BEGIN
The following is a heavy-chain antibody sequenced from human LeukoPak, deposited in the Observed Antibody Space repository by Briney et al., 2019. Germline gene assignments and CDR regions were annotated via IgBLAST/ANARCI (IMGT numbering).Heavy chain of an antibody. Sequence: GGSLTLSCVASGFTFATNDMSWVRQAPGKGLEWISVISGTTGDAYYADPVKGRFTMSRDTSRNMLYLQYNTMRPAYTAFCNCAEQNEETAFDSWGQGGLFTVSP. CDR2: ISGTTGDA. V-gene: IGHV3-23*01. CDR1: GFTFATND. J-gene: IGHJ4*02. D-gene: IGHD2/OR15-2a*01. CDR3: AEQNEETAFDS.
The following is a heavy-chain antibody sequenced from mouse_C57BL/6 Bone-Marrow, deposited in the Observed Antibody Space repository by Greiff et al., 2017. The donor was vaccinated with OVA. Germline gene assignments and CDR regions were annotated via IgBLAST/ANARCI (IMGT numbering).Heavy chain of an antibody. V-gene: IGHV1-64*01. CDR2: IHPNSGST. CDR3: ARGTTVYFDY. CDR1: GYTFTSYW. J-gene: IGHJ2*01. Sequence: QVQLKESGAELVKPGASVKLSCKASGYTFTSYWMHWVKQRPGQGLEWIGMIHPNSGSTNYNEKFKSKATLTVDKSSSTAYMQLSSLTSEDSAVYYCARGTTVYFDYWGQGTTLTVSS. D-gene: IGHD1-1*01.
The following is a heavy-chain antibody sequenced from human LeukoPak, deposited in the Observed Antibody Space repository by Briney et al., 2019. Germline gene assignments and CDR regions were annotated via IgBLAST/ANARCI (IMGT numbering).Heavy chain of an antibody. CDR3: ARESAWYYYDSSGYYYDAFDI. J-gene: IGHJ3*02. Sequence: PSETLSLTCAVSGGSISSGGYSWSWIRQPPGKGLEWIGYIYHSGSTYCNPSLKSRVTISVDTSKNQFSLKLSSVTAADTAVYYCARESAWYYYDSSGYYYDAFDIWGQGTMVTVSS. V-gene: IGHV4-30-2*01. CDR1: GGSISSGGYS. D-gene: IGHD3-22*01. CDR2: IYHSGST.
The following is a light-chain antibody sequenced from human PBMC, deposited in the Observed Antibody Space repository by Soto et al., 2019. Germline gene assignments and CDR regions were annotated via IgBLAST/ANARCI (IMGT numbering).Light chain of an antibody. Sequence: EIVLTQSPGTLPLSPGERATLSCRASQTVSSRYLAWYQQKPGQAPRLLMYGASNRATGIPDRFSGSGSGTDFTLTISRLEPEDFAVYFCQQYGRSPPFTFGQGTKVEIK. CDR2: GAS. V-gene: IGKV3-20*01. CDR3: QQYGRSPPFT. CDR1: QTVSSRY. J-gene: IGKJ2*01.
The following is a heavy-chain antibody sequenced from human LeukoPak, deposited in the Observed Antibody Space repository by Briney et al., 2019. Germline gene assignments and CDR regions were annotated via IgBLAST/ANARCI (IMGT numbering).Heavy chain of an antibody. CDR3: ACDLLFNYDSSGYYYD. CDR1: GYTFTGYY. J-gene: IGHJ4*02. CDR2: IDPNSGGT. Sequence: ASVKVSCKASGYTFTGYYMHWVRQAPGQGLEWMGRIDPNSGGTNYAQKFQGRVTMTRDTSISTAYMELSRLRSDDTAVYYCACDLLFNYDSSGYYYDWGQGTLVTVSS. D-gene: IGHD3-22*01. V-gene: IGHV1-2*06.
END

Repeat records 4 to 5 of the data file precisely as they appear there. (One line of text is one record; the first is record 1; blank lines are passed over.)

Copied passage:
The following is a light-chain antibody sequenced from human PBMC, deposited in the Observed Antibody Space repository by Soto et al., 2019. Germline gene assignments and CDR regions were annotated via IgBLAST/ANARCI (IMGT numbering).Light chain of an antibody. Sequence: EIVLTQSPGTLPLSPGERATLSCRASQTVSSRYLAWYQQKPGQAPRLLMYGASNRATGIPDRFSGSGSGTDFTLTISRLEPEDFAVYFCQQYGRSPPFTFGQGTKVEIK. CDR2: GAS. V-gene: IGKV3-20*01. CDR3: QQYGRSPPFT. CDR1: QTVSSRY. J-gene: IGKJ2*01.
The following is a heavy-chain antibody sequenced from human LeukoPak, deposited in the Observed Antibody Space repository by Briney et al., 2019. Germline gene assignments and CDR regions were annotated via IgBLAST/ANARCI (IMGT numbering).Heavy chain of an antibody. CDR3: ACDLLFNYDSSGYYYD. CDR1: GYTFTGYY. J-gene: IGHJ4*02. CDR2: IDPNSGGT. Sequence: ASVKVSCKASGYTFTGYYMHWVRQAPGQGLEWMGRIDPNSGGTNYAQKFQGRVTMTRDTSISTAYMELSRLRSDDTAVYYCACDLLFNYDSSGYYYDWGQGTLVTVSS. D-gene: IGHD3-22*01. V-gene: IGHV1-2*06.